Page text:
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Page:Notes and Queries - Series 9 - Volume 9.djvu/379

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9* s. ix. MAY io, 1902.] NOTES AND QUERIES.


several instances, one of them from Fulle himself : " But Comicall was the end of Job and all things restored double to him." Thi is followed by another from Hale : " Th Comical part of the Lives of Men are too ful of Sin and Vanity, and the Tragical par thereof too full of Sin and Misery."

C. C. B.

GORDON, A PLACE-NAME (9 th S. ix. 29, 133 256). In the 'Scottish Clans' (W. & A. K Johnston) is the note :

" The first Gordon of whom there is any distinc. trace is Richard of Gordon, said to be the grandson of a famous knight who slew some monstrous aninia in the Merse in the time of Malcolm III. Tha Richard was Lord of the Barony of Gordon in thi Merse is undoubted, as between 1150 and 1160 h< granted from that estate a piece of land to the monks of St. Mary at Kelso, a grant confirmed by his son Thomas. Other Gordons figure in history about this time, apart from Bertram de Gordon, whose arrow in 1199 wounded Richard of England at Chalons."

1 Chambers's Encyclopaedia' says :

" No proof has been found of any connection be tween the Gordons of France and the Gordons oi Scotland. There is little or no doubt now that the Scottish Gordons took their name from the lands of Gordon in Benyickshire. Their earliest historian, writing in the sixteenth century, says that these lands, together with the arms of three boars' heads, were given by King Malcolm Ceanmohr (1057-9^ A.D.) to the progenitor of the house, as a reward for slaying, in the forest of Huntley, a wild boar, the terror of all the Merse. But in the eleventh century there were neither heraldic bearings in Scotland nor Gordons in Berwickshire. The first trace of the family is about the end of the twelfth century, or the beginning of the thirteenth century, when it appears in record as witnessing charters by the great Earls of March or Dunbar, and as granting patches of land and rights of pasturage to the monks of Kelso."

The earliest historian of the Gordon family was an Italian monk of the Cistercian monas- tery of Kinloss in Moray, whose account, written in the middle of the sixteenth cen- tury, is still in manuscript, and is entitled 'Historise Compendium de Origine et Incre- mento Gordonise Familise, Johanne Ferrerio, Pedemontano,authore, apud Kinlos A.D. 1545, fideliter collectum.' Consequently, as he mentions that the earliest Gordon bore the three boars' heads, those arms must have been, in any case, in use in 1545 (the date of his manuscript) and before. They are still borne by the Marquis of Huntly and the Earl of Aberdeen. RONALD DIXON.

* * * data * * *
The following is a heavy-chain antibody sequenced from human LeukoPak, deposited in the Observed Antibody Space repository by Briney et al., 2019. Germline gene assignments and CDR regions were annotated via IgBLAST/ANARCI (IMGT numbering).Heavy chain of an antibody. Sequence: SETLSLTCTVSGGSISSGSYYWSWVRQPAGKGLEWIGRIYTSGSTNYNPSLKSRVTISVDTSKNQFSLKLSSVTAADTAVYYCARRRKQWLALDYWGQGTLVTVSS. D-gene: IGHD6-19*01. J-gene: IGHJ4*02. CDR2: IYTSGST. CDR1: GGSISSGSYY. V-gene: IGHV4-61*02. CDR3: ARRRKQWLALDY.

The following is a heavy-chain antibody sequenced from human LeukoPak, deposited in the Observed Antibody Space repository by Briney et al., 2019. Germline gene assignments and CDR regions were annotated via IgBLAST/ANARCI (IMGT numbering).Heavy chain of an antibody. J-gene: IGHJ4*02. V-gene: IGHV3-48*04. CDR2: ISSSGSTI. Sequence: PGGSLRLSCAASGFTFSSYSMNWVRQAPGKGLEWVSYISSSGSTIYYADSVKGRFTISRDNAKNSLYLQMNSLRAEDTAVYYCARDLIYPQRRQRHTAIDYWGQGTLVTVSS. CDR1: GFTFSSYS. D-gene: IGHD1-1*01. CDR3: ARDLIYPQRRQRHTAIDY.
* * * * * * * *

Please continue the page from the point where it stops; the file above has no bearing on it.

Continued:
46, Maryborough Avenue, Hull.

GORDON AS A RUSSIAN SURNAME (9 th S. ix. 148). MR. BULLOCH is right. The name Gordon is fairly prevalent among Jews. We have a young novelist of that name. I remem-

ber also reading a brilliant Hebrew novel written by a Russian writer of that name. My own impression is that the name is gene- rically Hebraic in formation, evolving itself possibly out of " Yardine "= Jordan. Perhaps the Y and the J are difficult of pronunciation by Russians, and so became hardened into G. Jews are wont to play tricks with their names in this way for prudential reasons. The theory of transposition from "Grodno" may be dismissed for the reason that MR. BULLOCH so learnedly recognizes.


NAPOLEON'S FIRST MARRIAGE (9 th S. ix. 347). Probably your querist, if he wants "the romance of Napoleon's first marriage," will not be satisfied with a " trustworthy account " of the marriage, as there was, indeed, no romance about it. A sufficiently accurate account of the facts, as now known from the most recent publication of original documents, is to be found in the latest life of Napoleon namely, 'Napoleon,' by Mr. Watson, just pub- lished by the Macmillan Company. D.

DELAGOA. AND ALGOA (9 th S. v. 336, 424; vi. 16, 479). There seems to be no disposition to dispute the supposed derivation of these South African place-names from Goa, the capital of the Portuguese settlements in India, so that it is perhaps worth while accentuating the supposition by quoting bhe following from an article in the Empire Iteview of December, 1901, by Mr. J. B. Firth, on 'The Nomenclature of South Africa* :

"Cape Agulhas, the most northerly promontory,

akes its name from the needle-shaped rocks of the

leadland, and the little island of St. Croix in Algoa Bay is the spot where Diaz landed and set up a luge cross to mark his zeal for the Christian reli- gion. But the Portuguese passed on and left the jreat prize to others. Their goal was India, and ,wo place-names survive to tell the story of their imbition in the most succinct form. Algoa was heir port of call on the way to Goa, in India ; )elagoa was their port of call on the return voyage, ^hese two words are an epitome of Portuguese olonial policy."



am inclined to think that this word was amiliar in Shakespeare's time from its use n some well - known medical book. The ollowing passage, which I quoted in the iterary World on 15 February, 1901, from homas Nash's ' Lenten Stuff/ would appear o favour that supposition. "Physicians," ays that lively writer, "deafen our ears with the honorificabilitudinitatibus of their eavenly panacea, their sovereign guiacum, heir treacles, their mithrjdates compacted of